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Should Nigeria Join the Francophonie?


A Nigerian professor calls on the Nigerian Government to join the Francophonie. Becoming a member of the organisation would give the indigenous languages in the country a boost, he says. Moreover,  he believes the country would benefit greatly from having support from both the English and the French.

Recently, website the Nigerian Tribune featured an excerpt of an interview with Dr Pierre Akinwande. Akinwande, who is a Senior Lecturer in Comparative French and Francophone Literature and the author of three French books, is urging the Nigerian Government to promote Nigeria’s indigenous languages across the globe. He was interviewed by Moyosore Solarin, who asked him to elaborate on his plans.

Solarin asked Akinwande about the Francophone Week that was recently held at the University of Lagos. According to him, Francophone Week is organised annually in Francophone countries to celebrate the first gathering of 26 French-speaking countries in Niger on 28 March 1970. During this meeting, it was decided that a cultural French ‘family’ would be created in countries where French was the main language. Even though Nigeria is not included in the list of French speaking nations, Akinwande says the French speakers in Lagos still wanted to participate in the festivities and thus organisaed their own Francophone Week.

Next, Akinwande is asked about his passion for the French culture. Does he prefer this culture over the Nigerian one? Akinwande answers Solarin that he is indeed very charmed by the French language and culture, as the language has brought many countries together, which he believes has resulted in a more peaceful world. Even though the French language started out as being the language of the colonisers, he says the Francophonie now advocates peace and multilateral relationships.

Nigeria is an aspiring member of the Francophonie. According to Akinwande, joining the organisation would bring the country many benefits: in countries associated with the Francophonie, there is less corruption and more transparency, and the members are more action-oriented than Nigeria, he believes. In addition, Akinwande says the development and infrastructure of Africa’s Francophone countries is better than that of the former British colonies. He gives the example of Cotonou and Lome, where, even though there is a lot of poverty, tap water is safe to drink and electricity is stable.

Because of Akinwande’s positive view on the Francophone organisation, it comes as no surprise that he supports Nigeria’s membership of the association. He says this would benefit both the education and the culture in the country. Entering the organisation would include a linguistic and cultural exchange programme between Nigeria and France and the promotion of not only the French language, but that of indigenous languages as well. French would become a compulsory subject in school, and French and French-speaking researchers would visit Nigeria to conduct studies on the local languages.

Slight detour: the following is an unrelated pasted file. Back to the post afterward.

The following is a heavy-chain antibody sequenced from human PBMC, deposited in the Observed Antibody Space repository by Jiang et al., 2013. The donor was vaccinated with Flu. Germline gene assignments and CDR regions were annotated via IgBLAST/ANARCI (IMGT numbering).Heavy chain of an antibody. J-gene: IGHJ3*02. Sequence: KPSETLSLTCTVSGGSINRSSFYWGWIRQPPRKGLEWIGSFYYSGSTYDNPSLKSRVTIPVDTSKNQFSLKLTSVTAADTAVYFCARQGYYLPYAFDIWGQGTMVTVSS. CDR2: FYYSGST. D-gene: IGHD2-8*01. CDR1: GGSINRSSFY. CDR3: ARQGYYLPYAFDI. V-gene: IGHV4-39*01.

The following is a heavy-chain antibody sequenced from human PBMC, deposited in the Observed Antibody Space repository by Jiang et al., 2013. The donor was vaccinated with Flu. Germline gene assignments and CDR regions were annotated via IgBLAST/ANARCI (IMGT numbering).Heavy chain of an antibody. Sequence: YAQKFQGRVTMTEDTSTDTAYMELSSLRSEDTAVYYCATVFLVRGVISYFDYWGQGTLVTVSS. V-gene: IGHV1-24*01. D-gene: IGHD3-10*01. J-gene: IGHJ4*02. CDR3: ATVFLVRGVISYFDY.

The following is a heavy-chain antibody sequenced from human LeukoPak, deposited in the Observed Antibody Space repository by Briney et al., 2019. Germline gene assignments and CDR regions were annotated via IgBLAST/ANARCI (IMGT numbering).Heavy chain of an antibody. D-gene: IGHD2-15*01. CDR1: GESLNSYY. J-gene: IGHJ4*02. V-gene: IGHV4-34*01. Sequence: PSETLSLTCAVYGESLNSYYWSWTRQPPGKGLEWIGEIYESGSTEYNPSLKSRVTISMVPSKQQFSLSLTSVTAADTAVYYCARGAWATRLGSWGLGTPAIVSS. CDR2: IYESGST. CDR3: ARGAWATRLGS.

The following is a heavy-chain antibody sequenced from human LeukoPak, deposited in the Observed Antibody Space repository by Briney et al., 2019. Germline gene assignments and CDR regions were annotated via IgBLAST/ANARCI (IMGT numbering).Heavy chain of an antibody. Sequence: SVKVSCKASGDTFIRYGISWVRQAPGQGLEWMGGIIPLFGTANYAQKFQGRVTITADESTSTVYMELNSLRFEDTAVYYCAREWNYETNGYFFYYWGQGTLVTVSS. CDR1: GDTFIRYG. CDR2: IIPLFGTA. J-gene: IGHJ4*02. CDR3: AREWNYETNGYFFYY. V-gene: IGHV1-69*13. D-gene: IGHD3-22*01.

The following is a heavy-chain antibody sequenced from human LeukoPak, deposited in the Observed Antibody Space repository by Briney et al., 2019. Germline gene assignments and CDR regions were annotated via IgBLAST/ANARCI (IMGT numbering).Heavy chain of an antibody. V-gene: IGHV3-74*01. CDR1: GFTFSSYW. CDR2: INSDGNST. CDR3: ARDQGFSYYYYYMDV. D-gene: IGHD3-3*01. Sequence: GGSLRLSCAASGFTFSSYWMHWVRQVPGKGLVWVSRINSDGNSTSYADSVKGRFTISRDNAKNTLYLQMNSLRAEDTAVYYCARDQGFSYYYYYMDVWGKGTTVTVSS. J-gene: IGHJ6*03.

Akinwande does believe, however, that the French should also learn the languages spoken in Nigeria – if they don’t, this will create a negative balance, he says. As a consequence, Akinwande thinks the social-cultural organisations of the indigenous languages should step up their game and research centres must be built. To achieve this, the organisations should work closely with governors in their regions, who should provide the financial aid for the projects. If everything is in place, Akinwande says, French students can visit Nigeria to study at the universities in the country. France and the United Kingdom have been using this practice for years to promote their languages, and Nigeria should do the same to put its local languages into the spotlight.

According to Solarin, Nigeria’s indigenous languages do not receive much attention, not even in Nigeria itself. She asks Akinwande what should be done to solve this problem. He thinks the indigenous languages should be made compulsory in schools. This also includes smaller languages, such as Tiv and Efik, which should be taught in the regions they are spoken. In addition, parents should talk to their children in the local languages and the National Assembly and the Houses of Assembly should increase the number of days on which local languages are spoken. Finally, Akinwande also believes that writers should be encouraged to use indigenous languages by way of funds and scholarships.

The last question Solarin asks Akinwande in the excerpt of their interview is whether he believes Nigeria would benefit from becoming a member of the Francophonie. Akinwande answers this question with a definite ‘yes:’ if Nigeria joins the organisation, the country would benefit from being on both the French and the British side as the country also is a member of the British Commonwealth. He believes the French would help Nigeria to improve their infrastructure – he says that for example, the French are the best in building railways. If the country would join the Francophonie, Akinwande says, Nigeria will have the benefits of both organisations.

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